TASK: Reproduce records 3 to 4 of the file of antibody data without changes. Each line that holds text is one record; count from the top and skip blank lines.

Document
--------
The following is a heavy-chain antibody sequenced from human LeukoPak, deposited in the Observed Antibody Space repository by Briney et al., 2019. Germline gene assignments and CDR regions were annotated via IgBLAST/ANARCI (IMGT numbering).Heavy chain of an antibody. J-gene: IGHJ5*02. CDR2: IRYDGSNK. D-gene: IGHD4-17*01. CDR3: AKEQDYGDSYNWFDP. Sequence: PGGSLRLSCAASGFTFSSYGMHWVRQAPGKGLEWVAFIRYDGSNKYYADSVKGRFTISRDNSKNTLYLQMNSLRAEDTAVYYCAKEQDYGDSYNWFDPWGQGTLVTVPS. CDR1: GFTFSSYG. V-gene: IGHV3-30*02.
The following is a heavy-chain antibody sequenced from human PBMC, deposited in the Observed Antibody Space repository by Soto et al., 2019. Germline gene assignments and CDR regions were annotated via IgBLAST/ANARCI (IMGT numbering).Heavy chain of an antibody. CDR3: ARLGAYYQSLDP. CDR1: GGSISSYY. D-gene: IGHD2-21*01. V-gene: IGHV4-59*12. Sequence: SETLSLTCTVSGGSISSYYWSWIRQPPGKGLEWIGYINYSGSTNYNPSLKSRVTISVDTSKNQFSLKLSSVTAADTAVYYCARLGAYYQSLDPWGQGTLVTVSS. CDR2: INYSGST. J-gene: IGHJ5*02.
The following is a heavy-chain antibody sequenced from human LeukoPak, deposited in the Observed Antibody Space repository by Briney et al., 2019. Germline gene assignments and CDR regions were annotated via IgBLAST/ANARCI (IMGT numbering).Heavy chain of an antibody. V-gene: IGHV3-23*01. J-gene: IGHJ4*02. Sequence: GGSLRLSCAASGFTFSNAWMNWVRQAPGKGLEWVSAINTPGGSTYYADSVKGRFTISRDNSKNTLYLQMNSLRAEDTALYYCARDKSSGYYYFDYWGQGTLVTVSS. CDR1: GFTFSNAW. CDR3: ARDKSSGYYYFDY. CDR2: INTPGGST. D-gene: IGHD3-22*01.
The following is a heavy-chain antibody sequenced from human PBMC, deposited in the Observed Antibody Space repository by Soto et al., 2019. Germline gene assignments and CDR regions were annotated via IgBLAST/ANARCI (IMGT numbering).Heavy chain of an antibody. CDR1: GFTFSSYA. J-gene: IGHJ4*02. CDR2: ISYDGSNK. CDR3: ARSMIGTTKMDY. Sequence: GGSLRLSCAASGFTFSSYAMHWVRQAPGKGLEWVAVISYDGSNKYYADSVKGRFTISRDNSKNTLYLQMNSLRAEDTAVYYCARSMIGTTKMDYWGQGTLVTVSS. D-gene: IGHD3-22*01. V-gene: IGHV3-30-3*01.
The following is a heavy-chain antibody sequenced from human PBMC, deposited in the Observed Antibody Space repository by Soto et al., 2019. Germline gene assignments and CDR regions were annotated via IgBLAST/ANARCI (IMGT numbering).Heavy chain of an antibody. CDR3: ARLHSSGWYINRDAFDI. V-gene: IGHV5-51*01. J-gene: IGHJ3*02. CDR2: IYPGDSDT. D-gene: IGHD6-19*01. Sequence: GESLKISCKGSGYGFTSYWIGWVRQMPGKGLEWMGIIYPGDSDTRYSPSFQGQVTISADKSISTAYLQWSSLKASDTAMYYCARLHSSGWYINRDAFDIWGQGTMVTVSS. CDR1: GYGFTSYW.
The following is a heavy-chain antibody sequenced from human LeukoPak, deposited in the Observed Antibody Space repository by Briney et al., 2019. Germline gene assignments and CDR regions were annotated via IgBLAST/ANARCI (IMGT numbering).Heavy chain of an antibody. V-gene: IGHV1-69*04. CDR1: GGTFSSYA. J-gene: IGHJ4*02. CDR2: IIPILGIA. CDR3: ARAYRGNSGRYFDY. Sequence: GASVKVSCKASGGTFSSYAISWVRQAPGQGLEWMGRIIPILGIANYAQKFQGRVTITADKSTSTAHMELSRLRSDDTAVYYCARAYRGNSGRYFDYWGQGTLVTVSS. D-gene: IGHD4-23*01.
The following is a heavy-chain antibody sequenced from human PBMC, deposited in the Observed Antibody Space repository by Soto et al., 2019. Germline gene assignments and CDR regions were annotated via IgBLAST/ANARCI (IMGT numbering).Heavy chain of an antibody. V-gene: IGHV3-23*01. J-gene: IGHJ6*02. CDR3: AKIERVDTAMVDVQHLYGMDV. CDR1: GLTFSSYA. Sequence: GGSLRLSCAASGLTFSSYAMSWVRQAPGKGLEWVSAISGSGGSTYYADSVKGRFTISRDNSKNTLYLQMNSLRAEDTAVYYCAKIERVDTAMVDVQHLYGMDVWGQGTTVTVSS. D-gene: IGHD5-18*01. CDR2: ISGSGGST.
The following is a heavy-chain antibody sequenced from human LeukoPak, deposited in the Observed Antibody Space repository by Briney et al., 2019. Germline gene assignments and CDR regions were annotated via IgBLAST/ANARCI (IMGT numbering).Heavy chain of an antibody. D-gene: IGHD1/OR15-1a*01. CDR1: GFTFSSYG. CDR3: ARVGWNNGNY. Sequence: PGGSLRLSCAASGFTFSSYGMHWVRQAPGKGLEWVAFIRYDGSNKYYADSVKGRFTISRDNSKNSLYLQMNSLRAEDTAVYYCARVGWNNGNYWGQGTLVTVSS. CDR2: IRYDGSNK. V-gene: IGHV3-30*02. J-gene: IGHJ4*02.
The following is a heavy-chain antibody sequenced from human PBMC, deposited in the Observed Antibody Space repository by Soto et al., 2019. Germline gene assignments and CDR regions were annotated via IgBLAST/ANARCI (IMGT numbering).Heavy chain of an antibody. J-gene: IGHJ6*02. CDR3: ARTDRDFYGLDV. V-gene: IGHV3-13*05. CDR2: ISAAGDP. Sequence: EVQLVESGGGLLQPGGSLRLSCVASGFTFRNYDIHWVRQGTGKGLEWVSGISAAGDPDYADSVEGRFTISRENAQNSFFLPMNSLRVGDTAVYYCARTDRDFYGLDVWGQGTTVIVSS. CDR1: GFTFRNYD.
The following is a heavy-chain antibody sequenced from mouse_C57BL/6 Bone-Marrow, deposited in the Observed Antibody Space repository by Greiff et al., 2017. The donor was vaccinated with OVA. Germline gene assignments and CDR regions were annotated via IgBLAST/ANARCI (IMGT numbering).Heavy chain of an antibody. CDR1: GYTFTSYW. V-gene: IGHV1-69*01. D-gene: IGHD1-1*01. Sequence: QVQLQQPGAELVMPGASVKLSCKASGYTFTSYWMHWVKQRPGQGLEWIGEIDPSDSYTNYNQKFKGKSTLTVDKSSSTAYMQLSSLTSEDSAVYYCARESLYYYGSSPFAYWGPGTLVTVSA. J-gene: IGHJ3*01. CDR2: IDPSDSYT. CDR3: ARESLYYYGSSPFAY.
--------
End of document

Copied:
The following is a heavy-chain antibody sequenced from human LeukoPak, deposited in the Observed Antibody Space repository by Briney et al., 2019. Germline gene assignments and CDR regions were annotated via IgBLAST/ANARCI (IMGT numbering).Heavy chain of an antibody. V-gene: IGHV3-23*01. J-gene: IGHJ4*02. Sequence: GGSLRLSCAASGFTFSNAWMNWVRQAPGKGLEWVSAINTPGGSTYYADSVKGRFTISRDNSKNTLYLQMNSLRAEDTALYYCARDKSSGYYYFDYWGQGTLVTVSS. CDR1: GFTFSNAW. CDR3: ARDKSSGYYYFDY. CDR2: INTPGGST. D-gene: IGHD3-22*01.
The following is a heavy-chain antibody sequenced from human PBMC, deposited in the Observed Antibody Space repository by Soto et al., 2019. Germline gene assignments and CDR regions were annotated via IgBLAST/ANARCI (IMGT numbering).Heavy chain of an antibody. CDR1: GFTFSSYA. J-gene: IGHJ4*02. CDR2: ISYDGSNK. CDR3: ARSMIGTTKMDY. Sequence: GGSLRLSCAASGFTFSSYAMHWVRQAPGKGLEWVAVISYDGSNKYYADSVKGRFTISRDNSKNTLYLQMNSLRAEDTAVYYCARSMIGTTKMDYWGQGTLVTVSS. D-gene: IGHD3-22*01. V-gene: IGHV3-30-3*01.